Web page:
Stretching the roles of traditional journalists


Sunday’s Spokesman-Review was a bit like the newspaper of old. Writer, Kevin Graman’s story and my photos of the Fairy and Human Relation Congress, took up most of the front-page as well as two color pages inside. What was different about this story for us two veterans—one visual and one word oriented—was how we each stretched into the new roles of being modern newspaper journalists.

My visual multitasking role has been pretty much set in stone for some time. On this story, I not only shot the still photos for the newspaper, but I captured, edited and produced a video for online.


Graman moved out of his traditional role of being a print reporter to now stretching into the multimedia world of writing words for video and doing voice-over work.

When I heard about this story of 200 people gathering in the wilds to worship fairies, I could think of no better journalist than Graman to do the story with.  We have worked on several other videos together. His innate ability to write to my video brings an authentic voice the story.

Most times I am fine with doing my own voiceover work. But on great stories like this one, having someone that can write and voice powerful words (check out the last minute of the fairy video) just makes all the difference.

In the end, I think we hit a grand slam. We gave the readers of our newspaper a great print story, with strong photos—and we gave our online viewers all that and more with the added value of the video that told a different story than print. This, to me, is the future of newspaper journalism, where traditional roles are stretched but not devalued.

A creativity crisis

Today I am having a creativity crisis. Last night I watched and judged all the videos entered in this month’s NPPA Monthly Multimedia Contest. My crisis stems from the feeling of déjà vu. My entries looked and sounded like everyone else’s. So off I went for inspiration over to TV. There are some really strong stories here. But after an hour of browsing TV news videos, I left feeling disheartened. To me, the television reporter driven voice-overs were all started to sound the same. 

Someone once described the TV news narrative as sounding plastic. I’d like to add the word cookie cutter to that. TV news shooters must cringe when their well-shot stories are chopped up with frantic one sentence reporter narration that intrudes between almost every video clip. Watching this style of video just confuses me as to what is the best way to tell an effective video story.

I was raised on the Platypus Workshop model of storytelling. A-roll + B-roll = Story. This is the traditional way to tell video story. Do your talking head interview, then cover it with b-roll of whatever the subject talks about. After several years of telling stories this way, I feel like I am in the movie Groundhog Day. I just keep telling the same formula story over and over.

I don’t know what my reprieve from this loop will be. Some photojournalist-turned-videojournalists have found a stylized storytelling niche for themselves such a Dai Sugano at the San Jose Mercury News. Many have emulated his work. When I watch one of these time-lapse or stop-action stories, the visual sensation delights me, but not always the substance of the message. Often, when I get to the end of these push the creative envelope presentations, I ask: “What did this story really tell me?” Other than being a cool creative exercise to watch, I am often left feeling unfulfilled.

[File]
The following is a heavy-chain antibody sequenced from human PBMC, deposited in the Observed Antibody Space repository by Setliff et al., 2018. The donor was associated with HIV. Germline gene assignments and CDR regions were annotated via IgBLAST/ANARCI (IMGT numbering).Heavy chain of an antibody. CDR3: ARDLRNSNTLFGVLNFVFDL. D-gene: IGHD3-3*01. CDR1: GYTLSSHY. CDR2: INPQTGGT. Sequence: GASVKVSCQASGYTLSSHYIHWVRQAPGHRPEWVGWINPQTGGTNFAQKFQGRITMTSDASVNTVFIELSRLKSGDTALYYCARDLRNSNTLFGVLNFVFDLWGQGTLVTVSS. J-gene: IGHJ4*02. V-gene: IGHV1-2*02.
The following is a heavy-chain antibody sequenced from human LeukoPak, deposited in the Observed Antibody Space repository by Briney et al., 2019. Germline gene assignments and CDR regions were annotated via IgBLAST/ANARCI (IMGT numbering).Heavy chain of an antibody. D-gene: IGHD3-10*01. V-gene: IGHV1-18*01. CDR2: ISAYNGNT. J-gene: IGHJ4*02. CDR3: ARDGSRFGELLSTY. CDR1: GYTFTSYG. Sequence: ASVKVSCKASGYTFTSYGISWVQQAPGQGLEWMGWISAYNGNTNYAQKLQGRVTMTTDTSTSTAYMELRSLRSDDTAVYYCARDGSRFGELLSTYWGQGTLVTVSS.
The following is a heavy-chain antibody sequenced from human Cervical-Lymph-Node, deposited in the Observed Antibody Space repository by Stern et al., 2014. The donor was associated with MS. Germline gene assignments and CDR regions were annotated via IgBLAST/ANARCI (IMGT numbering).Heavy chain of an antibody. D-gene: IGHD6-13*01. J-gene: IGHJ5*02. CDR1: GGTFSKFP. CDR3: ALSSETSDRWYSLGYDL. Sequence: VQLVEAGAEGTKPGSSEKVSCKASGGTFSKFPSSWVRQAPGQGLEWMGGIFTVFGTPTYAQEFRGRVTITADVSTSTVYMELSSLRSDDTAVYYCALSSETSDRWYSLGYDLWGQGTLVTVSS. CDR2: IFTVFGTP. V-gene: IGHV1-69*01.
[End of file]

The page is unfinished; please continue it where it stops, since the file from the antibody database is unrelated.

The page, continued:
Part of my dilemma is that I am sensitive to the fact viewership for my own video stories has a broad range of ages and visual literacy. Get too creative and you get the “huh?” factor from viewers who just hit the back button. Get too literal and the over-simulated younger set gets bored fast. Somewhere, there’s got to be a happy medium. It is tough trying to be all things to all viewers and maybe I shouldn’t worry about such matters.

My ultimate goal every time I produce a video is to tell a compelling and informative story. Sometimes I fail. Unfortunately, not all stories are barnburners. After four years of shooting news video, I reflectively have to ask: “What am I missing in my storytelling toolbox that could help me be a better storyteller?” There are not many resources to help me in my quest. So what to do?

I sometimes forget that most everyone who shoots video for newspapers is new to the craft. We’re all looking for mentors. The reality is there are only a few with experience to lean on. I think the one thing newspaper video shooters have all agreed on is we should break free of the TV news model. We will tell our video stories in a different way thank you. But one has to wonder– is tossing out the fundamentals of good video storytelling and production that has been refined for decades on TV news the way to go? I hope not. So for now, I wait.

It will be interesting to see how video storytelling at newspapers will define and refine itself over time. There are lots of smart and creative people entering the newspaper video arena. Once they master the fundamentals, hopefully a fresh approach to video storytelling will soon take shape. Until then, there is old reliable– A + B = Story.